Release Date: October 17, 2006
Scooby Doo: Who's Watching Who is the latest game based on the popular Scooby Doo franchise. In recent years, there have been a number of Scooby Doo games, even since the aging franchise was reborn as What's New, Scooby Doo on the Warner Brothers network. However, most of these games have been uninspired platformers only loosely based on the world of Scooby Doo, and most are best forgotten. Thankfully, while it isn't without its flaws, Scooby Doo: Who's Watching Who manages to capture the feel of the series in a game that should be good for young fans.
Scooby Doo: Who's Watching Who opens with the Mystery Inc., gang being invited to a reality TV show called Ghost Scene Investigation. The GSI team's popularity has been failing in the wake of the Mystery Inc.'s successful cases, and now the two teams are going head to head to see who is really the greatest detective team. The game is divided into four different gameplay segments, with each segment putting you in direct control of one of the Mystery Inc., team, with the noted exception of Daphne. While you'll be spending most of the game in control of Scooby Doo, the rest of the gang has their own segments as well.
First and foremost is Scooby, whose segments fit squarely into the platformer genre, and never come out. You'll mostly be controlling the cowardly Great Dane himself. Scooby is ordered by Fred to search for clues and traps in order to help the Mystery Inc., gang solve their current case. Scooby is forced to do this by exploring the deathtrap-filled rooms and hallways of their current location. Masked henchmen and perilous terrain will do their best to stop Scooby from finding the essential Clues. While these can't actually harm the dog, every misstep drains some of Scooby's "courage" bar, and too much results in a game over.
Luckily for him, Scooby Doo's a lot more courageous and agile in the game than in the show. Rather surprisingly considering his usual behavior, Scooby is quite the combat machine in Who's Watching Who. He is capable of performing a dashing tackle attack that knocks baddies backwards but does minimal damage, and a spin attack that does heavy damage to anything it touches. Beyond that, Scooby also has access to a number of power ups, which you collect and then "feed" to him using the touch-screen by dragging them from the inventory to Scooby's mouth. The veggie burger makes Scooby invincible, the ice cream causes enemies to be frozen in place, and the chili pepper heavily increases the power of Scooby's spinning attack. Sadly, Scooby's basic attacks are so powerful, and using items is so awkward, that most of them will just sit in your inventory.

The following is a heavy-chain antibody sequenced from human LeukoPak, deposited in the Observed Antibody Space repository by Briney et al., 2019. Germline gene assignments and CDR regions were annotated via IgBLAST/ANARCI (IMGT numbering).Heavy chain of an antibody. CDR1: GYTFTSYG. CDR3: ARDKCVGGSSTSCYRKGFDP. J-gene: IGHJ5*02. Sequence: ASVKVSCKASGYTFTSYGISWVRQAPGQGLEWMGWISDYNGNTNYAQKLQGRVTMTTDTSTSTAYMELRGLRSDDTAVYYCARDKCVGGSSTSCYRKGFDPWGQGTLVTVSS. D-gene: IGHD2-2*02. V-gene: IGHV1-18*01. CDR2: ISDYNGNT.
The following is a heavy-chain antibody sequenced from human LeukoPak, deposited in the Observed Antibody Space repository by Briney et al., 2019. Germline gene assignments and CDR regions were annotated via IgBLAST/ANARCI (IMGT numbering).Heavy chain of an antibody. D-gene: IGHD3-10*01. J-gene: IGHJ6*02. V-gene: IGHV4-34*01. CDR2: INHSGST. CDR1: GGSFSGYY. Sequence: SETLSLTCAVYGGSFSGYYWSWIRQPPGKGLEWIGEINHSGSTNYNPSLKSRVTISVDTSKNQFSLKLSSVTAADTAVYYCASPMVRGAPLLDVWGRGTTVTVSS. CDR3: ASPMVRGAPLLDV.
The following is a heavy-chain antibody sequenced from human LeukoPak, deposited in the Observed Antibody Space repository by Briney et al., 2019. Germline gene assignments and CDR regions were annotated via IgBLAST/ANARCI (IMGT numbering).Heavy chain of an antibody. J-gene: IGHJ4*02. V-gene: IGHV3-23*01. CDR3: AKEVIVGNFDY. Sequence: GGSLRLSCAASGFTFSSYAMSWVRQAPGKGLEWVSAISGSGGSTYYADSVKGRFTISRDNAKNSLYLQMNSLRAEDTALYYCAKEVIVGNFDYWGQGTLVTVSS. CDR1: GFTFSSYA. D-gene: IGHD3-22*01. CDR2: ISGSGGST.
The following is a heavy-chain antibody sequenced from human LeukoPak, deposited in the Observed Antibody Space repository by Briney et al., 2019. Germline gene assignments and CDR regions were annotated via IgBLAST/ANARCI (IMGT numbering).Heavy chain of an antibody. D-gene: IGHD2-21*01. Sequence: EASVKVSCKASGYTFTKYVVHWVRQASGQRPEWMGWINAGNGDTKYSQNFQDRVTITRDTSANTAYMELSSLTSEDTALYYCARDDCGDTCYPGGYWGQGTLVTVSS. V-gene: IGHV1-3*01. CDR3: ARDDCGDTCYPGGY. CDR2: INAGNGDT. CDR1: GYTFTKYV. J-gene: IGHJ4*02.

The one thing Scooby can't fight is the incredible repetitiveness and linearity of the stages. In theory, clues and traps are supposed to be hidden throughout the stages, but each stage is a straightforward and linear exercise in moving forward and hitting the same two foes over and over. clues and traps are all out in the open, and no special work is required to find either. After the first couple of stages, searching for clues quickly becomes a tedious exercise, which is rather surprising, considering the game's short length. Power-ups and health items are incredibly common, and "losing his courage" only forces Scooby to return to the last checkpoint, which are plentiful.
Scooby isn't always courageous, however. When the "boss" monster of a stage appears, Scooby loses heart, and it is up to Shaggy to carry him from danger. Shaggy's segments play out like Warioware, or other quick mini-games, and he has to keep ahead of the monster or suffer a grim fate. Players slide the stylus horizontally across the bottom screen to make Shaggy run, and moving it upwards causes Shaggy to jump over lower obstacles. The biggest use of the stylus comes when a hazard appears in Shaggy's path. Be it a blocked doorway or a sea of slippery fish, each hazard begins a short and easy mini-game. Completing it allows Shaggy to get by safely, while failing causes Shaggy's courage to falter. Too many failures, and the game's over. Shaggy's segments are actually among the most enjoyable in the game because they're fairly quick and simple, but they last just long enough and have just enough variety to keep things fresh.